One of the reasons that lilacs are so popular amongst gardeners is that they are very resistant to both diseases and pests. As such, butterflies do not tend to use lilacs as a host plant.
The only member of the butterfly family that lays its eggs on lilacs is the ash-borer moth, also known as the lilac-ash borer. The larva of these clearwing moths feeds on the greenwood beneath the lilac’s bark and can be deadly to the shrub.
You might have noticed small, circular sections cut from your lilac’s leaves and are wondering what kind of caterpillar you have. The answer is no caterpillar at all! Your lilac is likely being visited by leafcutter bees. Leafcutters use these circular-cut leaf sections to build their nests and are very fond of lilacs.
Don’t worry, as long as the bush isn’t overloaded with bees, the leafcutters won’t harm it, and the bees are also valuable pollinators.
How do you grow lilacs?
Lilacs have persisted in gardens for so long not just because they’re beautiful, they’re also remarkably easy to grow!
Young shrubs can be easily purchased at most nurseries or garden centers and should be planted out in spring or fall. Plant it where it can enjoy the full sunshine, and try to find a place where it won’t get too wet. Lilacs are prone to root rot, so make sure the soil has good drainage.
If you’re forced to plant your lilac in heavy clay, you can add large amounts of mulch around the bush’s roots to help with drainage. Lilacs prefer neutral or slightly alkaline soil.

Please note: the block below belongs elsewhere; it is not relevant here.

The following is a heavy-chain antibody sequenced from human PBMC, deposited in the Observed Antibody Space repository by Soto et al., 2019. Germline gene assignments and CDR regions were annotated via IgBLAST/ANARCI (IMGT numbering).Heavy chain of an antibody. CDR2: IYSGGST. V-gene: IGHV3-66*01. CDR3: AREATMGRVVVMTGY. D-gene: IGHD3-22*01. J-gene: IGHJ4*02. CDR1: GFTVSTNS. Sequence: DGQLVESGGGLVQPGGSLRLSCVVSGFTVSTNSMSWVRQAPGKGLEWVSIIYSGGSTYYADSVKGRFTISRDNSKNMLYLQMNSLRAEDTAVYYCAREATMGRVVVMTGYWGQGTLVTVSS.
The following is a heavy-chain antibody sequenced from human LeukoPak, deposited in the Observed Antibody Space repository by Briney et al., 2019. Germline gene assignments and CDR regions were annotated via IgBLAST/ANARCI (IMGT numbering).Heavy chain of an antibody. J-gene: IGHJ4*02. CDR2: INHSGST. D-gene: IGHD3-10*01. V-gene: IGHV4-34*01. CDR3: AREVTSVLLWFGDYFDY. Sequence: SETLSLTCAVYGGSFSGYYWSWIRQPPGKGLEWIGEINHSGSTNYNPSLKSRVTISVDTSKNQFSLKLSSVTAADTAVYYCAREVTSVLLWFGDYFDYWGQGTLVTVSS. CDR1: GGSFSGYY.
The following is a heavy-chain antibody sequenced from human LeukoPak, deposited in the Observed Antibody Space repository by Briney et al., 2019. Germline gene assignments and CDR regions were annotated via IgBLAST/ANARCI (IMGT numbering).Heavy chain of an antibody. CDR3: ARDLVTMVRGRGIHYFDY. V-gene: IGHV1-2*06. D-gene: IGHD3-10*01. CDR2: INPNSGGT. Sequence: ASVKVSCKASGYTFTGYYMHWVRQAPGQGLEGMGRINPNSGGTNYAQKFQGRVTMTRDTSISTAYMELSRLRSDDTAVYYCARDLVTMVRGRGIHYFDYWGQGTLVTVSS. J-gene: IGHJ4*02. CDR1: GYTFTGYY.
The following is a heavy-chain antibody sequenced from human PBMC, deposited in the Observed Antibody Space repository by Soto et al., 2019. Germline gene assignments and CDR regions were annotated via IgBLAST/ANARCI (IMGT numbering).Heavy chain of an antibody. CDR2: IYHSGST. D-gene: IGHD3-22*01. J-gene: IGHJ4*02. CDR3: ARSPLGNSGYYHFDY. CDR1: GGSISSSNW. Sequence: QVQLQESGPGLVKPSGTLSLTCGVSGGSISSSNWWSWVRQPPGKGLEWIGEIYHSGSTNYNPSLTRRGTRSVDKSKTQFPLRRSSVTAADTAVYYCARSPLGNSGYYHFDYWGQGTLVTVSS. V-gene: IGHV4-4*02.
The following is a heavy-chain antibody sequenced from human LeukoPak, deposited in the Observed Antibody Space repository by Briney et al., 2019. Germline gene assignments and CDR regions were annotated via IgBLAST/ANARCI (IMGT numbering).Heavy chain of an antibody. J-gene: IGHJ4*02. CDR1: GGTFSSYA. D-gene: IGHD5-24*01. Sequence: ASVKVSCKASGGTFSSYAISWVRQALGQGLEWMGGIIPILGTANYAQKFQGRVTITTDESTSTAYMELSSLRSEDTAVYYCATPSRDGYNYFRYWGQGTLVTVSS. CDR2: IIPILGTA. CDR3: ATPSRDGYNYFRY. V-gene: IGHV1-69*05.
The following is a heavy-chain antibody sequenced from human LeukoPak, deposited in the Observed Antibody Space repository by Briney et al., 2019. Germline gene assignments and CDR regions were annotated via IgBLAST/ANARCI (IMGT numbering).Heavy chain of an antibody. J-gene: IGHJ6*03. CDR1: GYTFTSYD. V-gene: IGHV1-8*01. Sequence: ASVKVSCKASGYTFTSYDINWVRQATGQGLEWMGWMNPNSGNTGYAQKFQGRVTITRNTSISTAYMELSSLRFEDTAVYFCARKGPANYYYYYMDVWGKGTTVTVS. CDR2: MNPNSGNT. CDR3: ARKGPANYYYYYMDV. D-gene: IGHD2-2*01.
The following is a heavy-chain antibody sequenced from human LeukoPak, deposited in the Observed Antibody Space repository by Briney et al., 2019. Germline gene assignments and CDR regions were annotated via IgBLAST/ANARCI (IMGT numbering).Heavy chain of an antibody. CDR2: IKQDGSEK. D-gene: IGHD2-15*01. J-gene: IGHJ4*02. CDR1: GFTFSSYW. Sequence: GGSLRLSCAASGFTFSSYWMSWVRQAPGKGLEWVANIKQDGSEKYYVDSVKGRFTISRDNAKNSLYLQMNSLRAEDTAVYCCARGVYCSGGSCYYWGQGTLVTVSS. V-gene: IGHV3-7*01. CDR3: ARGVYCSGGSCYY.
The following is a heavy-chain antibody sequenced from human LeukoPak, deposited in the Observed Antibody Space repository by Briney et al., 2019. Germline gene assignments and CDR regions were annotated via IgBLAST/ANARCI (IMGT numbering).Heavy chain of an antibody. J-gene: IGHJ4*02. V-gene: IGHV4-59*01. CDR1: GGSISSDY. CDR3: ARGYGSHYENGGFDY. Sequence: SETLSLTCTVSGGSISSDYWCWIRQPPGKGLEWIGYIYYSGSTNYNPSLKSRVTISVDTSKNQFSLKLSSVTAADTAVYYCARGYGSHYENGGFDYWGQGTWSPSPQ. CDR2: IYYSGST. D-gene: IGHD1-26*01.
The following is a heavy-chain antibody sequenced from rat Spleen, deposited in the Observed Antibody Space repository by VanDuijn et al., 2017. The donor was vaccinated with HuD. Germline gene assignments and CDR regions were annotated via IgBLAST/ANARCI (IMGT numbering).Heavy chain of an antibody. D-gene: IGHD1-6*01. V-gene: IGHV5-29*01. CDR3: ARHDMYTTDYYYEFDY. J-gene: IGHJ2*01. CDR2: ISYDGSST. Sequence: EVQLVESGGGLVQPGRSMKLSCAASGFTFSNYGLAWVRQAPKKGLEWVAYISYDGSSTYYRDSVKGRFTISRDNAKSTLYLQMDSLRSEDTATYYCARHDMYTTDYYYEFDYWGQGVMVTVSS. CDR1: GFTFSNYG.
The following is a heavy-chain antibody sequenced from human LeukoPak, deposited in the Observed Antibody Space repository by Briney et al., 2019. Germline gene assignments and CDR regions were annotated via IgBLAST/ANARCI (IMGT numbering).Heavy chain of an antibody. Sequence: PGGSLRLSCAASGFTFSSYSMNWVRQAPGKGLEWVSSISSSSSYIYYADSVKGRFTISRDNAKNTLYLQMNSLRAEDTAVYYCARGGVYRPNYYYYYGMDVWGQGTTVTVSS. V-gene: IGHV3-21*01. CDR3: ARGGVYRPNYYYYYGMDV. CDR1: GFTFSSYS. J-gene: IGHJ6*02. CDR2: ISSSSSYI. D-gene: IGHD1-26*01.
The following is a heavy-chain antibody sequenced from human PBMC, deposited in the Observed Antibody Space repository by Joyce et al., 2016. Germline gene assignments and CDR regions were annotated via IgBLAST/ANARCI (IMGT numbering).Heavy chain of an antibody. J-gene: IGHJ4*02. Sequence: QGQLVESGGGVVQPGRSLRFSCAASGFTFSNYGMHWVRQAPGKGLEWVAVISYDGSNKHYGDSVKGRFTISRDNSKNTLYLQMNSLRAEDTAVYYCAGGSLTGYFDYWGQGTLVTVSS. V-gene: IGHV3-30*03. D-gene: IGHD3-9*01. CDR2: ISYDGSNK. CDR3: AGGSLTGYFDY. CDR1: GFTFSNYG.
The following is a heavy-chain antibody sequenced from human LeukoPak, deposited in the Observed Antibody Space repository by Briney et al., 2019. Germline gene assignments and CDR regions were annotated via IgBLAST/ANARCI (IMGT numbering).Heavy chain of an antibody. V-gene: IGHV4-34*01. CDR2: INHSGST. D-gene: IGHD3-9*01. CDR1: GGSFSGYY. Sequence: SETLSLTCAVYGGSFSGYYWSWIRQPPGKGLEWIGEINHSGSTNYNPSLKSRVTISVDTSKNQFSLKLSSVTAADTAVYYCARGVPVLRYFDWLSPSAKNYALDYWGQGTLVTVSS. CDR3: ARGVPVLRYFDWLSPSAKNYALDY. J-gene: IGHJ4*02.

Lilacs are loners; they don’t do well in crowds! Make sure your lilac has a portion of the garden all to itself, at least six feet away from other trees. It needs the space! Most lilacs can get up to fourteen feet in height.
Once a lilac bush is established, it needs very little maintenance, save for some fertilizer once a year and occasional watering during particularly hot weather. Deadhead the flowers to increase the blooming season. Once your shrub is mature (five or six years old), give it a quick prune every year once it has finished flowering to remove any dead branches. Don’t prune too early, however, or you’ll spoil the year’s flower crop!
Lilacs tend to bloom early, around late spring through early summer, and this short blooming season is one of the few disadvantages. However, some cultivars and domestic hybrids, such as the popular Boomerang variety, will have a second blooming season in early fall. This makes them even more valuable to butterflies; late-emerging butterflies, or migratory species like the monarch as they will treasure anything that blooms in the fall.
Lilacs do best in USDA hardiness zones 5 through 7; they tolerate cold well and need frost to help set next year’s blossoms. Some recently developed cultivars, however, have adapted to warmer climates and can thrive through zone 9.
What is the best shrub to attract butterflies?
There really is no “best shrub”; so many different shrubs are loved by butterflies for all kinds of different reasons. But lilacs are most definitely high on the list!
With their tight clusters of scented, purple flowers, lilacs seem tailor-made for butterflies, and new cultivars with longer or repeated blooming seasons have made them even better. If you live in a cooler climate and have a large empty corner in your butterfly garden, a lilac might be just what you’re looking for.